Health care announcements set the stage for change in 2018
By Bridgett Hernandez | Greater Fort Wayne Business Weekly
This year carried no shortage of health care news with several major projects underway in northeast Indiana and plenty of new faces on the scene. At the same time, health networks have continued to grow to meet the demand for increased access while they reevaluate how to best serve patients.
Major announcements and revelations have set the stage for change in 2018, and these developments will certainly continue to shake up the region’s health care landscape in the new year.
Welcoming new faces
Next year, the number of major health care networks in the northeast Indiana market will grow from two to three.
In September, IU Health announced that Riley Children’s Health would open a pediatric specialty office in Fort Wayne. The outpatient clinic, which will be located at 409 E. Cook Road, will feature 12 exam rooms and equipment for specific office-based procedures and diagnostic testing.
The office is scheduled to open on Jan. 12, IU Health spokesman Jeff Swiatek said in an emailed statement. Pediatric urology, cardiology, pulmonology, gastroenterology and rheumatology will be the first specialties to see patients.
IU Health made another big announcement just a month later: It will bring a primary care medical office to Fort Wayne at 7230 Engle Road. The office will open with at least 10 physicians and advanced practitioners with the potential to grow to 15 to 20, Swiatek said. It’s scheduled to open in the spring.
In the same announcement, IU Health revealed that it has big plans for the region.
“IU Health foresees a long-term presence in the Fort Wayne market with more outpatient locations and additional health care investments coming over time,” the announcement read.
Local officials have hinted at the prospect of IU Health building a hospital in Fort Wayne, potentially on the 29-acre “North River” property that the city recently agreed to buy for $6.3 million. However, Swiatek said it’s too soon to comment on specific properties.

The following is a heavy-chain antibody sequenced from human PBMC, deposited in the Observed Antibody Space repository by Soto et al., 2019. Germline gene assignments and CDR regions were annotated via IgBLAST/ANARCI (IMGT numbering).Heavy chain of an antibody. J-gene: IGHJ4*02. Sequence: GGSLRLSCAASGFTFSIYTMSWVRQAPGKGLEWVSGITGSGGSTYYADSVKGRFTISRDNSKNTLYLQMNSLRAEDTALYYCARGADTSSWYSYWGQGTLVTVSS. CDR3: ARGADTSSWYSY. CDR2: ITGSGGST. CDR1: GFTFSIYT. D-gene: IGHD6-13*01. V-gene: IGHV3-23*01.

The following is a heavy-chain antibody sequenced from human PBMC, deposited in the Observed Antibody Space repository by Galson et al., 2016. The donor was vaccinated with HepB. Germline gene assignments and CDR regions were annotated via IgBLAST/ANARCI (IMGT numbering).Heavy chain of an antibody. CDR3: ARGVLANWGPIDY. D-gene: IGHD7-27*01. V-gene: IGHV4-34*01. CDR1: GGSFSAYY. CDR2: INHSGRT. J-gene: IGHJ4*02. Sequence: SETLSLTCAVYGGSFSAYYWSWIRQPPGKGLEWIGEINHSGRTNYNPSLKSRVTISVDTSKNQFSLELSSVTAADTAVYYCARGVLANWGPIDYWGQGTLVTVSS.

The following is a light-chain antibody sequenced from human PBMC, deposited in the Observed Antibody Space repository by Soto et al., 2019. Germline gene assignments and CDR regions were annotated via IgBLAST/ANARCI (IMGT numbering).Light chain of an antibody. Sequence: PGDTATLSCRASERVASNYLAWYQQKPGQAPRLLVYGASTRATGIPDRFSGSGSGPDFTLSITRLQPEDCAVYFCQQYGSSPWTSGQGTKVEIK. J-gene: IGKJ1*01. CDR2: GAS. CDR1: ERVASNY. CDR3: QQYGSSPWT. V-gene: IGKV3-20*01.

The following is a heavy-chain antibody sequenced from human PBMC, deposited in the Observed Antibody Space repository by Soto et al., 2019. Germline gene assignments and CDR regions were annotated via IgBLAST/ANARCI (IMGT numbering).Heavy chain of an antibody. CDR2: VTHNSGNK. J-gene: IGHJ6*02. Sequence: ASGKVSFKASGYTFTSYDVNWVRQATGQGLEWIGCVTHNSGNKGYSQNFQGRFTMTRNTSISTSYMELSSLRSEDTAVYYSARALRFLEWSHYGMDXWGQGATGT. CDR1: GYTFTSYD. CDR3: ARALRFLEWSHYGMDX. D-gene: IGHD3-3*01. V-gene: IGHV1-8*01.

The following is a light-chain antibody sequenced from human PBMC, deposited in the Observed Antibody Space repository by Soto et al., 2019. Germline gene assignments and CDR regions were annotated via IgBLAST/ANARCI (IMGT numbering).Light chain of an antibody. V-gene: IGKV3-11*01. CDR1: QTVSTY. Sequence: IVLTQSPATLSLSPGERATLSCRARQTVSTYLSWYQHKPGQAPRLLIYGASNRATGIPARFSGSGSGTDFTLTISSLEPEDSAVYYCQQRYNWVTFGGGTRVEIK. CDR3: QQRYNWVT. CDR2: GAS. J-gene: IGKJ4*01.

“While we are actively assessing locations that will support us providing care to the residents of northeast Indiana, we are not yet in a position to comment on specific properties outside of our Engle Road location,” he said.
As 2017 comes to an end, Lutheran Health Network is in the process of rebuilding itself – literally and in the public eye. Internal conflict became the stuff of headlines after news broke last spring that a group of doctors and others had tried to buy out the local network from Tennessee-based Community Health Systems.
According to those who staged the unsuccessful buyout, CHS has failed to invest in the local network. The cash-strapped CHS sold off other hospitals to generate funds to pay down its debt over the last several months. Lutheran is one of the most successful operation CHS owns, the parent company previously stated.
In response, CHS announced plans to invest $500 million in capital projects at Lutheran Health Network facilities across northeast Indiana over the next five to six years. But for those in favor of a sale, the announcement was too little, too late, and they continued to apply pressure on CHS to sell.
The unsuccessful attempt ultimately resulted in the firing and resignation of several administrators and doctors.
Brian Bauer, who was fired from his role as CEO of Lutheran Health Network and Lutheran Hospital, has been instrumental in IU Health entering the Fort Wayne marketplace, according to IU Health.